Students Suffer Toll of Unsanitary Restrooms

El Vaquero Staff Writer

A large cup of coffee or a bottle of energy drink is usually what keeps many college students going throughout the day. While the clock ticks in class and food churns away in the stomach, the urge to use a restroom becomes top priority. Unfortunately, when the last few seconds of class end, a mad dash to the nearest restroom is not enough to bring relief.

All the stalls are occupied and the entire restroom reeks from one useless stall to another, with certain unmentionables that a previous someone left in the un-flushed toilet bowl, complemented by haphazardly placed toilet paper and disfigured seat covers strewn across the floor.

“Gross” and “disgusting” are some of the most popular words students use to describe these bathrooms situations. This is definitely the worst-case scenario that most students have encountered in certain restrooms on campus.

The need for hygiene comes to mind when coming across what Art History student Jacqueline Strafaci calls a “toilet paper explosion.” Hygiene, according to the Merriam-Webster Dictionary & Thesaurus, is a science of the establishment and maintenance of health, but in layman’s terms, it is a way to prevent infections through cleanliness.

Although the school’s custodial staff takes the responsibility of maintaining the cleanliness of the campus, they cannot do it without students’ cooperation. “There are 23 custodians working on the GCC campus,” said Lew Lewis, Director of Facilities, “But we’re short eight people and there should be total of about 30 or 40 people on the staff.”

There is an abundance of restrooms on campus, but he said that there is no excuse for the bathrooms being filthy. It is strictly a management problem, which they are trying to solve through the day and night shift staff distribution of “policing” campus cleanliness.

According to Lewis, the day crew has a much harder time working because they get a variety of interruptions that makes it harder for them to focus on their work. Unfortunately, there are only five custodians working the day shift along with thousands of other people who make it difficult for them to keep the school in check. The school is going to redirect the day shift people and redistribute their workload throughout the entire campus so that the school is consistently being cleaned throughout the day.

Lewis said that when the night crew comes in for cleaning, they have fewer distractions, but management is going to try to change the cleaning schedule for the night shift. According to Lewis, the night shift would work from 10 p.m. to 6 a.m. when there would not be any people on campus to interrupt them while they work to make the school as clean as possible.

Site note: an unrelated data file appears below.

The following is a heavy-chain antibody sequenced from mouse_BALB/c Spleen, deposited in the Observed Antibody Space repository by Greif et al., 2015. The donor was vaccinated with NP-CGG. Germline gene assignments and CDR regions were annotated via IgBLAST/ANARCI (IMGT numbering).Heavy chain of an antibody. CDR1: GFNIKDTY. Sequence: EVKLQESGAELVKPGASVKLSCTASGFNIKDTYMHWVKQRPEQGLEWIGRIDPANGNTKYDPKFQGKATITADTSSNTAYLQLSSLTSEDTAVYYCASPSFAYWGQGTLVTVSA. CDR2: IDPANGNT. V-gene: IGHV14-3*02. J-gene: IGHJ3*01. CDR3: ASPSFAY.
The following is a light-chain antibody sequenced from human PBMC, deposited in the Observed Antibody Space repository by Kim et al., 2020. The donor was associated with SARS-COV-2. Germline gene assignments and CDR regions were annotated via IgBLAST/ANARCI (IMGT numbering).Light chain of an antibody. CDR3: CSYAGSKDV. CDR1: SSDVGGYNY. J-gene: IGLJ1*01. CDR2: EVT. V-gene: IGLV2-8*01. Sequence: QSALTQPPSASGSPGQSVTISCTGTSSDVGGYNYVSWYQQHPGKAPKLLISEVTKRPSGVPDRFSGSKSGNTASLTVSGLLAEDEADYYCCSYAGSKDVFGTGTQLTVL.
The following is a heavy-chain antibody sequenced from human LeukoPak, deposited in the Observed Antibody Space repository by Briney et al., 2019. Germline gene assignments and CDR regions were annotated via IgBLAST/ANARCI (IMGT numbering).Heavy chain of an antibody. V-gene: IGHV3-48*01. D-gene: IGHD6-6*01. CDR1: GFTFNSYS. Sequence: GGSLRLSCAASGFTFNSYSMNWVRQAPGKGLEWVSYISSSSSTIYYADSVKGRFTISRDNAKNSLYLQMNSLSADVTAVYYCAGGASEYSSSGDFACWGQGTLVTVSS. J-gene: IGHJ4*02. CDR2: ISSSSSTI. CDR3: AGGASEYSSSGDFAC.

Current GCC student Samuel Cruz thinks that some students might care about the cleanliness of the restrooms, but most probably do not even bother. However, Lewis said, “Restrooms, to me, are the number one priority.”

Students do not realize that the job of maintaining restroom hygiene is difficult. “When people are at home, they don’t throw the paper on the floor at their houses. They don’t clog the sink with paper. They don’t clog up the toilets,” said Lewis.

“They [students] treat the school restrooms like they have their own personal servants. It is an ongoing thing,” he said. “The school is for the students. If it is treated like trash, it is going to stay [looking] like trash.”

“Vandalism is another serious, serious thing that is happening to the restrooms, to a point where we’re taking mirrors out of the restrooms because they’re so scratched up and etched up that you can’t even see into the mirrors,” added Lewis.

Some students have not even seen what others have done in the student restrooms. People have thrown excrement on the walls and urinate on the toilets standing up in both the men’s and women’s restrooms. “It’s terrible,” Lewis said.

Trashing the restrooms is costing the school money to clean up the mess or replace damaged property. Each huge restroom mirror costs about $300 and the filters that are getting clogged up cost about $40 apiece.

It is even harder for the custodial staff to maintain the cleanliness of the campus when there are thousands of students who do not cooperate with keeping the campus nice, clean and pretty.
“Maybe [hygiene] should be part of the [GCC] orientation to take better care of and pride in the college,” said Lewis. “This college is a pretty place, and I really like it.”